1st Edition

Congregational Music-Making and Community in a Mediated Age

Edited By Anna E. Nekola, Tom Wagner Copyright 2015
    280 Pages
    by Routledge

    278 Pages
    by Routledge

    Congregational music can be an act of praise, a vehicle for theology, an action of embodied community, as well as a means to a divine encounter. This multidisciplinary anthology approaches congregational music as media in the widest sense - as a multivalent communication action with technological, commercial, political, ideological and theological implications, where processes of mediated communication produce shared worlds and beliefs. Bringing together a range of voices, promoting dialogue across a range of disciplines, each author approaches the topic of congregational music from his or her own perspective, facilitating cross-disciplinary connections while also showcasing a diversity of outlooks on the roles that music and media play in Christian experience. The authors break important new ground in understanding the ways that music, media and religious belief and praxis become ’lived theology’ in our media age, revealing the rich and diverse ways that people are living, experiencing and negotiating faith and community through music.

    Introduction: Worship Music as Media Form and Mediated Practice: Theorizing the Intersections of Media, Music and Lived Religion

    Anna E. Nekola

    Part 1. Technology, Place and Practice

    1. Music as a Mediated Object, Music as a Medium:

    Towards a Media Ecological View of Congregational Music

    Tom Wagner

    2. Music, Ritual and Media in Charismatic Religious Experience in Ghana

    Florian Carl

    3. Panoptic or Pastoral Gaze? The Worship Leader in the New Media Environment

    Tanya Riches

    4. Who Gets to Sing in the Kingdom?

    Ruth King Goddard

    Part 2. Community Creation

    5. ‘This is a Chance to Come Together’: Subcultural Resistance and Community at Cornerstone Festival

    Andrew Mall

    6. ‘Through Every Land, By Every Tongue’: Diasporic and National Consciousness

    Among a Transnational Community of Sacred Harp Singers

    Ellen Lueck

    7. YouTube: The New Mediator of Christian Community

    Daniel Thornton and Mark Evans

    8. Belonging, Integration and Tradition: Mediating Romani Identity Through Pentecostal Praise & Worship Music

    Kinga Povedák

    Part 3. Embodied Sonic Theologies

    9. On the Inherent Contradiction in Worship Music

    Allan F. Moore

    10. ‘Yet to Come’ or ‘Still to Be Done’?: Evangelical Worship and the Power of ‘Prophetic’ Songs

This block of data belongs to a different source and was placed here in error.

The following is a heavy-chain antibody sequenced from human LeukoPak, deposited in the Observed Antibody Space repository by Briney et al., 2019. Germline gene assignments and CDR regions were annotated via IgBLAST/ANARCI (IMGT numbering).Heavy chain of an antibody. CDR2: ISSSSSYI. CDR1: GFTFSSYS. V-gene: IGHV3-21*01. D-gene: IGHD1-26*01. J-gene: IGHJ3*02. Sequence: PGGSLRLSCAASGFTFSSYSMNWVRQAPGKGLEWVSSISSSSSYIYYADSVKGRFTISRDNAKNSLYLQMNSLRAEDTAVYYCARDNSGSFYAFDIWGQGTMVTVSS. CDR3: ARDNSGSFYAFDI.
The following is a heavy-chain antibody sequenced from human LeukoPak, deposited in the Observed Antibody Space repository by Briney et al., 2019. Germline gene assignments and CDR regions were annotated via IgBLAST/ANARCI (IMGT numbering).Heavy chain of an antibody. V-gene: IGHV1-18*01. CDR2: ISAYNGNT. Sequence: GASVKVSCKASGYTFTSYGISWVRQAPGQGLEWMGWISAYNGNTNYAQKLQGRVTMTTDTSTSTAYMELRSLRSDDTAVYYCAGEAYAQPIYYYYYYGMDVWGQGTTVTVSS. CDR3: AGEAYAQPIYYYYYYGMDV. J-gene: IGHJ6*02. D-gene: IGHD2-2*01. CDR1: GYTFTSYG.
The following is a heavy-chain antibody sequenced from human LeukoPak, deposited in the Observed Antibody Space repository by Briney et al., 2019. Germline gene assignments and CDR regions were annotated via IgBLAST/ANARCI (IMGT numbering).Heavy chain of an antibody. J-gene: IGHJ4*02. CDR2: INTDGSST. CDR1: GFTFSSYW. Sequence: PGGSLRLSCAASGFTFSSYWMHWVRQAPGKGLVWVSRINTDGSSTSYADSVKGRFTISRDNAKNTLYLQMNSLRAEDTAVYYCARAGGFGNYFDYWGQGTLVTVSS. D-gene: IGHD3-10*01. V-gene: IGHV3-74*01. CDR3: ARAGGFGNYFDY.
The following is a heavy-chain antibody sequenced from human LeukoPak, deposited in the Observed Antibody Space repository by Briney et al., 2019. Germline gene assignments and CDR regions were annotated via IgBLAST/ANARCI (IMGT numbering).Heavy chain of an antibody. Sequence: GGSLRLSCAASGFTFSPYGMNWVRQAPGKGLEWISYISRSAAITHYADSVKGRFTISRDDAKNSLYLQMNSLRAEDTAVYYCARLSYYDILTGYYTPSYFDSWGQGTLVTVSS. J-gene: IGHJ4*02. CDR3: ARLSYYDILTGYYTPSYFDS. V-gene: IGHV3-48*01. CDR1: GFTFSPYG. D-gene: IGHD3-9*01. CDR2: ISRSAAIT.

Josh Busman

    11. Happiness and Music: Salvific Practice in a Feelgood Age

    Clive Marsh

    12. The Dance + Pray Worship Experience in Finland: Negotiating the Transcendent and Transgressive in Search of Alternative Sensational Forms and Affective Space

    Marcus Moberg

    Afterword: Of Animatrons and Eschatology: Congregational Music, Mediation and World-Making

    Monique M. Ingalls


    Anna E. Nekola is a Visiting Assistant Professor at Denison University, teaching in the departments of Music and Communication, as well as the Queer Studies Program. Her work appears in Popular Music; The Journal of the Society for American Music; Mediating Faiths: Religion and Socio-Cultural Change in the Twenty-First Century (Ashgate 2011); Christian Congregational Music: Performance, Identity and Experience (Ashgate 2013); The Canterbury Dictionary of Hymnology; The New Grove Dictionary of American Music; and The Oxford Handbook of Music and World Christianities. Tom Wagner is a teaching fellow at the Reid School of Music, University of Edinburgh. His work appears in The Australian Journal of Communication; Journal of World Popular Music; Religions as Brands: New Persepctives on the Marketization of Religion and Spirituality(Ashgate 2014); and Religion in Times of Crisis (2014). He is also co-editor of Christian Congregational Music: Performance, Identity and Experience (Ashgate 2013) with Monique Ingalls and Carolyn Landau.

    "In sum, this volume is a valuable addition to the literature on media-driven religious transformation refracted through the field of congregational music making, not least because of the ethnographic richness and multidisciplinary voices it offers. ... [F]or those interested in exploring some recent trends in studying sounded Christian practices, this is an inspirational read." -- Ying Diao, Max Planck Institute for the Study of Religious and Ethnic Diversity